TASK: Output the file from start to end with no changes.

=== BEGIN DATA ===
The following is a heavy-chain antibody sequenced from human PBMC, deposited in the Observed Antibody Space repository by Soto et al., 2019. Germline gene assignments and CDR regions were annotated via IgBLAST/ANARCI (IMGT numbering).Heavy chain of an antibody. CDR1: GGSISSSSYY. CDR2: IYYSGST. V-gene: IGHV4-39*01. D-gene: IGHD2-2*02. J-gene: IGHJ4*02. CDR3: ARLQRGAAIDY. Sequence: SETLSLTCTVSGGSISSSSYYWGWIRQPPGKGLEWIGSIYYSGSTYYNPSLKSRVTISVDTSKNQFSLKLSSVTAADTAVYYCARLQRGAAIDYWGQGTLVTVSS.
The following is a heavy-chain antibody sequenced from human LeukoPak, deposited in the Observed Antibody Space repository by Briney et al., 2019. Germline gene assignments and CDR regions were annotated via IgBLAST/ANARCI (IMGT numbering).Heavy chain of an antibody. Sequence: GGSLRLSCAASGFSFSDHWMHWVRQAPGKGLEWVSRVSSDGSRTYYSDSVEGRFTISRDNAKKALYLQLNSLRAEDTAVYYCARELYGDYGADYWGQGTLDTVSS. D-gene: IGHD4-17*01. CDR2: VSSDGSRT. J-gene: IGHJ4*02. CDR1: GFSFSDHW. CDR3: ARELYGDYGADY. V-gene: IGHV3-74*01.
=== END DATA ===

The following is a heavy-chain antibody sequenced from human PBMC, deposited in the Observed Antibody Space repository by Soto et al., 2019. Germline gene assignments and CDR regions were annotated via IgBLAST/ANARCI (IMGT numbering).Heavy chain of an antibody. CDR1: GGSISSSSYY. CDR2: IYYSGST. V-gene: IGHV4-39*01. D-gene: IGHD2-2*02. J-gene: IGHJ4*02. CDR3: ARLQRGAAIDY. Sequence: SETLSLTCTVSGGSISSSSYYWGWIRQPPGKGLEWIGSIYYSGSTYYNPSLKSRVTISVDTSKNQFSLKLSSVTAADTAVYYCARLQRGAAIDYWGQGTLVTVSS.
The following is a heavy-chain antibody sequenced from human LeukoPak, deposited in the Observed Antibody Space repository by Briney et al., 2019. Germline gene assignments and CDR regions were annotated via IgBLAST/ANARCI (IMGT numbering).Heavy chain of an antibody. Sequence: GGSLRLSCAASGFSFSDHWMHWVRQAPGKGLEWVSRVSSDGSRTYYSDSVEGRFTISRDNAKKALYLQLNSLRAEDTAVYYCARELYGDYGADYWGQGTLDTVSS. D-gene: IGHD4-17*01. CDR2: VSSDGSRT. J-gene: IGHJ4*02. CDR1: GFSFSDHW. CDR3: ARELYGDYGADY. V-gene: IGHV3-74*01.